Brains@Bay Apr 13, 10am PDT: Exploring Neuromodulators & How They Might Impact AI

We’re having our next Brains@Bay meetup next week, Wednesday April 13th at 10am PDT. The topic is exploring neuromodulators and how they might impact AI, from a neuroscience and computational perspective. We have a great lineup of speakers, with Srikanth Ramaswamy (Newcastle University), Jie Mei (The Brain and Mind Institute) and Thomas Miconi (ML Collective), followed by a discussion panel and Q&A.

If you can’t join live, we’ll share the recording after the event. You can find the details of the talks and RSVP here:


I think neuromodulators implement some sort of supervision and reinforcement, while core unsupervised learning works though neurotransmitters, at much finer grain?

If you are limiting the system under investigation to the brain then reinforcement learning and supervision can be understood to involve feedback from the environment. From that perpsective modulation is internal to the system so it would not be providing supervision or reinforcement.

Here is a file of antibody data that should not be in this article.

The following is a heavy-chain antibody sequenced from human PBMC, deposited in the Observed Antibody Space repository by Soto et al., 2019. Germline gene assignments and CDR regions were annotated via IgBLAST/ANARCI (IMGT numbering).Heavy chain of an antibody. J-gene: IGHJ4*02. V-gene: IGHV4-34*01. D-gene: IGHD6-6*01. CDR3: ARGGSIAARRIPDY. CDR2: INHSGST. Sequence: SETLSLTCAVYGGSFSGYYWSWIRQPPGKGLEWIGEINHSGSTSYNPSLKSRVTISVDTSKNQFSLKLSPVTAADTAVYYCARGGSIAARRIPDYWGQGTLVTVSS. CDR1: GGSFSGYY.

You could choose a smaller system under investigation e.g. a neuron, then you could say the environment of the neuron is providing supervision and/or reinforcement and the environment is inside the brain. In that case the mechanisms for reinforcement could include things like spike timing, inhibitory neurons, neurotransmitters, and neuromodulation.

Modulation of the brain’s neural network has diverse scales in space and time. You could consider the modulation of a synaptic compartment. You could consider the social modulation of an individual’s desire to question or accept state propaganda.

Yes, I prefer finer grain analysis, esp. on the level of neurons. But the basic principle that applies across all scales is that, relatively speaking, supervision (an add-on) must be more coarse than core unsupervised learning. Primarily it’s more coarse in time scale, hence my distinction between neurotransmission and neuromodulation.